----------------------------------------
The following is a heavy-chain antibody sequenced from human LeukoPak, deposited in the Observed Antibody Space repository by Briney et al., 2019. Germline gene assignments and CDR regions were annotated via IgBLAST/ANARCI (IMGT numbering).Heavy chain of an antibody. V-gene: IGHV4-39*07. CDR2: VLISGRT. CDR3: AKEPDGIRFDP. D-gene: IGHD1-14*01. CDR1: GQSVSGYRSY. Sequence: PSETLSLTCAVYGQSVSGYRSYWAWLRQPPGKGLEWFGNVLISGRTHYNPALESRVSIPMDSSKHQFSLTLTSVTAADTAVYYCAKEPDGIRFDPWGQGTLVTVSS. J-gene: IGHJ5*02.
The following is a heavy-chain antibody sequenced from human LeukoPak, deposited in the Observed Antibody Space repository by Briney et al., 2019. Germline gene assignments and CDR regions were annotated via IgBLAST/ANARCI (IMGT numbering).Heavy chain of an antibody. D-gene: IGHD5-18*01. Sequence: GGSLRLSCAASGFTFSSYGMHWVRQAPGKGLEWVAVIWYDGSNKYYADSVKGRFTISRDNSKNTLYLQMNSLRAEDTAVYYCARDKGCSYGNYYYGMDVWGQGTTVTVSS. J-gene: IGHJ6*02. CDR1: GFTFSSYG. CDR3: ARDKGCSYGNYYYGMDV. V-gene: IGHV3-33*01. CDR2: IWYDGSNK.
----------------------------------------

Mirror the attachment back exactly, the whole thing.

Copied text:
The following is a heavy-chain antibody sequenced from human LeukoPak, deposited in the Observed Antibody Space repository by Briney et al., 2019. Germline gene assignments and CDR regions were annotated via IgBLAST/ANARCI (IMGT numbering).Heavy chain of an antibody. V-gene: IGHV4-39*07. CDR2: VLISGRT. CDR3: AKEPDGIRFDP. D-gene: IGHD1-14*01. CDR1: GQSVSGYRSY. Sequence: PSETLSLTCAVYGQSVSGYRSYWAWLRQPPGKGLEWFGNVLISGRTHYNPALESRVSIPMDSSKHQFSLTLTSVTAADTAVYYCAKEPDGIRFDPWGQGTLVTVSS. J-gene: IGHJ5*02.
The following is a heavy-chain antibody sequenced from human LeukoPak, deposited in the Observed Antibody Space repository by Briney et al., 2019. Germline gene assignments and CDR regions were annotated via IgBLAST/ANARCI (IMGT numbering).Heavy chain of an antibody. D-gene: IGHD5-18*01. Sequence: GGSLRLSCAASGFTFSSYGMHWVRQAPGKGLEWVAVIWYDGSNKYYADSVKGRFTISRDNSKNTLYLQMNSLRAEDTAVYYCARDKGCSYGNYYYGMDVWGQGTTVTVSS. J-gene: IGHJ6*02. CDR1: GFTFSSYG. CDR3: ARDKGCSYGNYYYGMDV. V-gene: IGHV3-33*01. CDR2: IWYDGSNK.